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Geography

 

Geography plays a crucial role in understanding our world. We follow the National Curriculum programme of study for this subject and inspire our young geographers by teaching them to communicate knowledge about the world, the United Kingdom and their own locality. They are taught to name and locate the world’s seven continents and five oceans using world maps, globes and Google Earth. They can apply their locational knowledge to where they live in relation to the world and in relation to the equator using simple compass language (north, east, south, west and near and far, left and right). They compare similarities and differences to life in hot and cold countries of the world in relation to that of their own and also explore seasonal and daily weather patterns in England with that of Kenya and the Arctic. They use appropriate geographical language to describe the key human and physical features of each location.

 

Our geographical topics

  • Going on safari in Kenya, Africa. This is linked to the text Lila and the Secret of Rain (The power of reading). The children write an information text about Kenya.

  • A study of the United Kingdom and their own locality. The children write a postcard from a famous landmark in the UK to their Co-Heads as well as posting it.

  • A study of life in the Arctic. They will look at the climate, physical features and the animals that live in this Polar region and reason about its climate in relation to the equator. Also, they will observe and learn about cities and towns in the Arctic such as Murmansk, Norilsk, Tromso, Barrow and Sisimiut. The children will then choose and write about one city or town as part of their non-chronological report that they will compare with their own locality.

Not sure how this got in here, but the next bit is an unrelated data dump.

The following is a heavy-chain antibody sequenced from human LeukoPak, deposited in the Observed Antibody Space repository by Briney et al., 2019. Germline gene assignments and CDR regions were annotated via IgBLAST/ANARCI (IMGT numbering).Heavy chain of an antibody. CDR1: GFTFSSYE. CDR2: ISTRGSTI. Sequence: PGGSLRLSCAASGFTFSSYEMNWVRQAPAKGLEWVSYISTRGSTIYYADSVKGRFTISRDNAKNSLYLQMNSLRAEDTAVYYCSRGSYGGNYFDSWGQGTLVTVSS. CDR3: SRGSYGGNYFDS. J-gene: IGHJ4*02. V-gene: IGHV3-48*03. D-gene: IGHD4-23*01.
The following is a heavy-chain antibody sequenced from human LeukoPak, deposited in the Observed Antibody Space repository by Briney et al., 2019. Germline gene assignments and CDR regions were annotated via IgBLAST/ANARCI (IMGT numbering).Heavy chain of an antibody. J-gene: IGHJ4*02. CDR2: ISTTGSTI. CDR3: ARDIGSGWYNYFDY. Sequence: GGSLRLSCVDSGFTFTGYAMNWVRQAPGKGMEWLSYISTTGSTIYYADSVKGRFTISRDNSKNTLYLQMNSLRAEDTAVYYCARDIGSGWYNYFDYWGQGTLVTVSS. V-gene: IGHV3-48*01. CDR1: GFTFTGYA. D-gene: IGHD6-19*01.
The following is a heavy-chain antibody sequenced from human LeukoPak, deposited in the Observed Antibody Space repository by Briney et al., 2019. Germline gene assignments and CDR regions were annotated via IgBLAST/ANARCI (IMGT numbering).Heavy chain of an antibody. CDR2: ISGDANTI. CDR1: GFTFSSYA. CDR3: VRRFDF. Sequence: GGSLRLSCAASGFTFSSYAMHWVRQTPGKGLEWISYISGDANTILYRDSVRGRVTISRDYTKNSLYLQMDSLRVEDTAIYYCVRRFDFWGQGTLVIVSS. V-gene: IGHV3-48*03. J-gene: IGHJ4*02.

• In addition to allocated learning time children can often be seen using maps and globes related to their own experiences. For example, where they have been on holiday, where their parents originate from and where their daily fruit comes from.

  • Class and year group challenges are another way we enhance their geographical knowledge and skills.

 

Geographical skills and fieldwork

  • The children develop mapping skills by use of aerial photographs and then go on to plan and devise a simple map of their classroom and local area using basic symbols in a key.

  • The children carry out simple fieldwork and observational skills of their school and its grounds and the key human and physical features of its surrounding environment by exploring, photographing and sketching to give them real life experiences. 

 

 

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